4. Editors, and more editors...and more editors! I know some authors have been driven to the indie world because of editors they have dealt with in the traditional publishing houses, but so far I have enjoyed working with mine. Once in awhile there will be a bit of prose that I thought was perfect and they don’t, but we can usually work out the differences easily enough. And often they are right, and my book is better for their insights. I appreciate all the effort that is put into making my manuscript shine by others who are also invested in the book.

5    5. I’m not required to make all the little, tiny decisions. The font? What color of paper to use?  I don’t really care, to be honest. I just want people to enjoy the story. Gloss or Matte for the cover? Let a professional graphic designer worry about how to make my cover concept into a reality. I’d rather not be required to become an expert in Photoshop in order to create promotional assets. There are only so many hours in the day and I just want to write my stories.

Still, indie also has a lot that I like as well, and in the future I will probably enjoy some of the perks:
This is the unfinished prototype for my novella

  •  I get the final say over my prose. No need to fight it out with an editor. ;)
  • The cover concept is mine. I absolutely LOVE how my cover is looking for my novella, Mail Order Revenge. I enjoyed having control over the details.
  • You don’t have to wait years to see your work in print. (Though once you get rolling with the traditional route, it’s not too bad.)
  • The Christian Indie groups are very welcoming and encouraging. 
     So I guess for now I will remain a happy Hybrid. :)


  1. Hi Angela! Great post :) Like you, I'm also happily in the traditional waters at the moment for many similar reasons. The other thing I love about traditional publishing is distribution - my publisher has the ability to get my book into many more stores than I would ever be able to manage myself. However, I'm sure that at some point in the water I will also be dipping my toe into the indie waters and experiencing the many pros and cons that come with that new adventure. Love the cover!!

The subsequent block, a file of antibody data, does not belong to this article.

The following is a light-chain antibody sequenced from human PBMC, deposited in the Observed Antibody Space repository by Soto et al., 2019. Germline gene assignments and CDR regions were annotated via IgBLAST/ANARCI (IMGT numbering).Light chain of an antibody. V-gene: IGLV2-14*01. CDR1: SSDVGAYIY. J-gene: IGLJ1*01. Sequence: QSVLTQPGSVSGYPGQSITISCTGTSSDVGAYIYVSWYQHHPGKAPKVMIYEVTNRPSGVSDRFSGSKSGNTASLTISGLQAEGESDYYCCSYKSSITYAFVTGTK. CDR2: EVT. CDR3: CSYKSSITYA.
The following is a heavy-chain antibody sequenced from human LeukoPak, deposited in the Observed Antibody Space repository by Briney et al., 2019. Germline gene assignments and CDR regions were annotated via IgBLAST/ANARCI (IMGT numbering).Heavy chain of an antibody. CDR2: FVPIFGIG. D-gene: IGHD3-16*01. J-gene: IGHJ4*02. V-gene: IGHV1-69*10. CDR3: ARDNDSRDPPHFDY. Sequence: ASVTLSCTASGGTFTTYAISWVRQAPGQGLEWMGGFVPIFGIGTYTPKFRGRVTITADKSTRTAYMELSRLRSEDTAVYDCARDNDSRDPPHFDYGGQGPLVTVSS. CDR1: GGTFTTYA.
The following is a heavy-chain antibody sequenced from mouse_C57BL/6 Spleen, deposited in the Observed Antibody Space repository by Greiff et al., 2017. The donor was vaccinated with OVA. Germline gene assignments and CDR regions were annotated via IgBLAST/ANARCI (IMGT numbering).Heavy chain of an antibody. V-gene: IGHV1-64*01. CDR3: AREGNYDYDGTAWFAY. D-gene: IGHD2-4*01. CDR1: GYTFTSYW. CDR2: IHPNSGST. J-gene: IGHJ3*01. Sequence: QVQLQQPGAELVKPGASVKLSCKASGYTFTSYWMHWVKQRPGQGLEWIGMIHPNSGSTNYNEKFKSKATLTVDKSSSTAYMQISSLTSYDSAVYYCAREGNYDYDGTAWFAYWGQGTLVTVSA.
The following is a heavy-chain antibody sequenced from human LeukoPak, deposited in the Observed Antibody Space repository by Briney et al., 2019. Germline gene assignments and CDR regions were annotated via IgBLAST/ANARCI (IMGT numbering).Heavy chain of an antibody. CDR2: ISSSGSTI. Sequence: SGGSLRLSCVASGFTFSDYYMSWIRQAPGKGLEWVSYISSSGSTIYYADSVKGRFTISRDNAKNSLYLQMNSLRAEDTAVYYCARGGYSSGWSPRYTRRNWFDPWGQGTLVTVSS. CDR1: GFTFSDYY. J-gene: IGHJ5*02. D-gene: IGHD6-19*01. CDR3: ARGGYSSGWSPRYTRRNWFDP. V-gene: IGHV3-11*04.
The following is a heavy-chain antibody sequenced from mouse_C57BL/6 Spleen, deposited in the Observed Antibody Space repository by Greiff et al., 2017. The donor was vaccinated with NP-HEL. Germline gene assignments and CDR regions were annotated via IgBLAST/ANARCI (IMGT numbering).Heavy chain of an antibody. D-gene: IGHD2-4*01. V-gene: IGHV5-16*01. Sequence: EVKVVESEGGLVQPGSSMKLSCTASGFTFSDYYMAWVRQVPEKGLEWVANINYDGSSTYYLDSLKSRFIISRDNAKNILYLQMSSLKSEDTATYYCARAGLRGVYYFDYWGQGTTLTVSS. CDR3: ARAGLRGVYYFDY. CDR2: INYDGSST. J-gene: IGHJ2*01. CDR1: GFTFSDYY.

1. I agree, distribution is a great part of the "traditional" world. :) So many details that right now it's nice to leave for someone else.

  2. Congratulations, Angela. Excellent post. I'm with you when it comes to preferring to focus on the writing and having others look after everything else. Strange as a businessman, that I'd prefer someone else to deal with the business side of my writing.

    But, like Kara, I think we all become 'hybrids', it appears to be the way the biz is moving. And the exciting thing for you is that you're ahead of the game in already being such and for us we can sit on your shoulders when it's time for us to do likewise.

    All the best with your novella.

    1. Thanks. It will be interesting to see how the industry fluctuates and changes, but neither venues are going away. No getting bored, that's for sure!

  3. Excellent, Angela. I agree--especially about learning from rejections--and edits--and not having to make all the little decisions.

    1. The first two can be painful, but are usually for our own good. :)

  4. The quality of the last round of rejection letters I received (2012-13 when I last pursued another traditional deal) gave me the confidence to go indie. I still compete with myself more than with other authors/books. I can't control what readers purchase, but I can control my own output and the quality of it, at least to some degree as I had some health issues in 2015 that challenged my output!